The consumer proposal is probably the least known of the processes to deal with overwhelming debt, but it is the mechanism that has the greatest capacity for good given our current economic environment. Let’s face it, right now the number one biggest risk to the Canadian economy isn’t the high dollar, it isn’t our level of productivity, it isn’t the strength of our largest trading partner – it is the state of our personal finances.
After that bold statement I must insert my disclosure. My name is Barton Goth, I am a licensed Trustee in Bankruptcy and Consumer Proposal Administrator here in Edmonton. So I definitely have a bias. However, this statement is not made based solely on observations made in my daily practice, but based on the current state of our overall economy. Let us review:
• During the 2000s, the average Canadian’s asset growth was less than half the pace of the 1990’s and the growth in debt was twice as rapid (Roger Suave, The Current State of Family Finances 2009)
• In recent years household debt has surged three time faster than income and now stands at a record high of more than $1-trillion (Canada’s Brewing Debt Storm, The Globe and Mail Apr. 16, 2010, by Paul Waldie and Steve Ladurantaye)
• The average Canadian owes about $1.47 for every dollar of disposable income (Certified General Accountants Association of Canada, CIBC Economics, National Bank economics and Statistics Canada)
• For many years, debt was rising about 2.5 percentage points faster per year than income, this gap had widened to 4 to 5 percentage points by 2005 and rising by approximately 9 per cent in 2008. (Defusing Canada’s debt bomb, Globe and Mail Apr. 17, 2010, by Don Drummond, Chief economist, TD Bank Financial Group)
As a result of these alarming trends I think the traditional focus of our finances is going to have to move away from the saving and investment side of things, and toward dealing with the debt that more and more people are becoming burdened by. This is why a consumer proposal currently is one of the most important financial tools available to Canadian families. It is a tool that gives Canadians the ability to regain control of their finances before they are forced to consider a bankruptcy. As a result, I predict that we will continue to see a major increase in the number of proposals filed as people begin to realize the gravity of their financial position and begin to investigate what can been done to resolve these difficulties.
For those of you unfamiliar with consumer proposals, you are not alone. The idea of a consumer proposal is relatively new (first introduced into the Canadian insolvency legislation in 1992), but has provided a way for many Canadians over the years with a middle of the road option that contains many of the advantages associated with a bankruptcy, while avoiding some of the more significant disadvantages. A consumer proposal is especially advantageous for those people who cannot afford to pay their debts in full but have enough money coming in each month that realistically they should not be forced into the filing of a bankruptcy, a reality that an increasing number of Canadians are faced with each day.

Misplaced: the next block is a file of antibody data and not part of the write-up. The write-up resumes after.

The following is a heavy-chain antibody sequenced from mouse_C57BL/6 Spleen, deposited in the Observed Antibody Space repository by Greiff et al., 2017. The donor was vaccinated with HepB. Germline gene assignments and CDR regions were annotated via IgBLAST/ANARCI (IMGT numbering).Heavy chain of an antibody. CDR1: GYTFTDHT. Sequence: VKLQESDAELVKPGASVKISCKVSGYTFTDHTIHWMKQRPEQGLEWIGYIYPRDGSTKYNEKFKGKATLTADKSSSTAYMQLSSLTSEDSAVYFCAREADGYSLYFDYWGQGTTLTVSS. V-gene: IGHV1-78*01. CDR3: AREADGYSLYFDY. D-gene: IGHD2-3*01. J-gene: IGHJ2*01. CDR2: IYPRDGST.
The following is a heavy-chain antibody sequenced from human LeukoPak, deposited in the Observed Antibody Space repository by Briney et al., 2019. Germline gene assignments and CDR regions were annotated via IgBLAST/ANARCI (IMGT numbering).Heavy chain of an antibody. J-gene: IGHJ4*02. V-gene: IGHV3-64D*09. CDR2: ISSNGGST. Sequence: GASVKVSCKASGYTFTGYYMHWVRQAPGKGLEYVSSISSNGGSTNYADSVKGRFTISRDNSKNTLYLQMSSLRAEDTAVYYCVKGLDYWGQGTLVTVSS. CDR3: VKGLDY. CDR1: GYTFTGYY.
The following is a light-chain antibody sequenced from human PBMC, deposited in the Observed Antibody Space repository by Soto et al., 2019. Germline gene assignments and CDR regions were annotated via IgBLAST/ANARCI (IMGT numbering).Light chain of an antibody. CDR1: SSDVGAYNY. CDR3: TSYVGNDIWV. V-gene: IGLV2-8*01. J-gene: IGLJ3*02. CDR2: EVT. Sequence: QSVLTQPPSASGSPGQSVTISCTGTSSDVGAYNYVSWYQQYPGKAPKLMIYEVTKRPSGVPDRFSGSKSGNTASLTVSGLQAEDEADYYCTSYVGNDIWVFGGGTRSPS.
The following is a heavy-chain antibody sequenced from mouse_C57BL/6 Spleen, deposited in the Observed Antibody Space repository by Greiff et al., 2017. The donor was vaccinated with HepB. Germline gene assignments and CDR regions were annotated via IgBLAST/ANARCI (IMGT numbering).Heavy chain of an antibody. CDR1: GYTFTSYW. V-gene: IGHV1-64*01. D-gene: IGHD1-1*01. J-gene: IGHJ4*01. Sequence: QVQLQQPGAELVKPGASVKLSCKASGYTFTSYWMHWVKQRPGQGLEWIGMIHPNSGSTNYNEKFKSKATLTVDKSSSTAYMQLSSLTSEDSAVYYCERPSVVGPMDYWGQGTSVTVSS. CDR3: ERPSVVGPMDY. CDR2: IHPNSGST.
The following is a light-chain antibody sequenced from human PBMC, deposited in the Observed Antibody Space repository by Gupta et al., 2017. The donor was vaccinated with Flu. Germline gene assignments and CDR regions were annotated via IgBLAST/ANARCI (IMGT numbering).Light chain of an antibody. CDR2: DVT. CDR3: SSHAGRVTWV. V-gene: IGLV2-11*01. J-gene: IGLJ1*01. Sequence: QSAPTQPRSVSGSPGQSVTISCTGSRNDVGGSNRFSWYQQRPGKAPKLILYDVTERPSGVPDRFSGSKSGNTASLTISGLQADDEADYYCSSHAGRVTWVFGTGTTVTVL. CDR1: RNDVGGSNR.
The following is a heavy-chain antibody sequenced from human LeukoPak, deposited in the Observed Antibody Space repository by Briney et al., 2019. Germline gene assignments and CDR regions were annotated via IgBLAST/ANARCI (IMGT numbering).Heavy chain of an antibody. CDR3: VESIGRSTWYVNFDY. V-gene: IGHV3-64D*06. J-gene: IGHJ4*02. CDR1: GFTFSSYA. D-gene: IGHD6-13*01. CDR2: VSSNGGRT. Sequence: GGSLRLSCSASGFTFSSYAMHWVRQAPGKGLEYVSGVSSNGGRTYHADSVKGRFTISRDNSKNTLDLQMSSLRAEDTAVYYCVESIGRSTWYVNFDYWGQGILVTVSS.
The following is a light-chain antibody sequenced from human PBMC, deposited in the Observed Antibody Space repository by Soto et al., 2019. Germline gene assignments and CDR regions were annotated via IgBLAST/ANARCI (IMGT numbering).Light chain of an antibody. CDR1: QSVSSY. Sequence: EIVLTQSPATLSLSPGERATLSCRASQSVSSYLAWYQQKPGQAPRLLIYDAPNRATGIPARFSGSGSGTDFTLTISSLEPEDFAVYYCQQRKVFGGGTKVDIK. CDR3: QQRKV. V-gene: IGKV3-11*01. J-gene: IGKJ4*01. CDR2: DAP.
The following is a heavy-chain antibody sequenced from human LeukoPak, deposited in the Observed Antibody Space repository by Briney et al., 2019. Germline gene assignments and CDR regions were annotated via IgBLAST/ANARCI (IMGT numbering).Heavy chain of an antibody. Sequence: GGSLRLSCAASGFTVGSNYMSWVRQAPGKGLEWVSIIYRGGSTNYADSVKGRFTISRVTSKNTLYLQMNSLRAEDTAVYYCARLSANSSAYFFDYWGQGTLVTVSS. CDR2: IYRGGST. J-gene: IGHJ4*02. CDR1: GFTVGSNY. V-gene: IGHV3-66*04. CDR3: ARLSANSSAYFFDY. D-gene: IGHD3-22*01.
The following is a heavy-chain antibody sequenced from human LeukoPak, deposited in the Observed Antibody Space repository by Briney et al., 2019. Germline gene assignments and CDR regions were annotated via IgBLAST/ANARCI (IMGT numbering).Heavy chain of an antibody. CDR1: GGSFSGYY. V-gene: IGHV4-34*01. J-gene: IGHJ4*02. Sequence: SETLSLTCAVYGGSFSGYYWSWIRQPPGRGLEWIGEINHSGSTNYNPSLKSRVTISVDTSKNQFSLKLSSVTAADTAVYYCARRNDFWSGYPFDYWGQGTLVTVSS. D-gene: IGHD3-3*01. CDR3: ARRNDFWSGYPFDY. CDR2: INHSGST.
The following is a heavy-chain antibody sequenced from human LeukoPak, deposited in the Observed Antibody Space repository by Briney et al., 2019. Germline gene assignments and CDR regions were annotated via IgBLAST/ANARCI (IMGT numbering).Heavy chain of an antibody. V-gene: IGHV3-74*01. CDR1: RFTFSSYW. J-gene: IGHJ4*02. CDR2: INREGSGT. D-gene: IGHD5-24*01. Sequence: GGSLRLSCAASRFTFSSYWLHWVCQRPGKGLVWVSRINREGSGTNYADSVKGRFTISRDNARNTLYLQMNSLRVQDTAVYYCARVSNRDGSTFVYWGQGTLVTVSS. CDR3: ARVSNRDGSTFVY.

The consumer proposal is one of the options available through the Bankruptcy and Insolvency Act that provides a court sanctioned way to negotiate a settlement with your unsecured creditors (i.e. credit cards, personal loans, taxes etc.). There are many advantages to filing a consumer proposal. For instance, in a proposal you do not automatically lose any of your assets as you would in a bankruptcy. You are able to have a reduced impact on your credit over the long term than filing bankruptcy, and most importantly, you are able to bring the payments on your existing debt to a manageable level that will fit in your budget. At the same time, because the consumer proposal is a court sanctioned settlement, you only need a majority of your creditors to cooperate with the proposal and you benefit from court protection which mandates that all your unsecured creditors must participate in the proposal and can no longer collect on or charge any interest on these debts.
At a time when the average family is faced with waning savings, growing debt, aggressive lending practices and an uncertain economy, the consumer proposal may prove to be one of the most needed of all financial tools, and one that will assist many families in an effort to regain control of their finances and truly put their house in order.
If your one of the many Canadians who are currently struggling with your finances I have one word of advice, act now and schedule a time to review your finances with a consumer proposal administrator. If you are proactive, rather than reactive, you will be able to catch things early. The earlier you recognize the difficulties you face and the earlier you act, the more likely you will be able to qualify to file a consumer proposals and the quicker you will be able to regain control of your finances.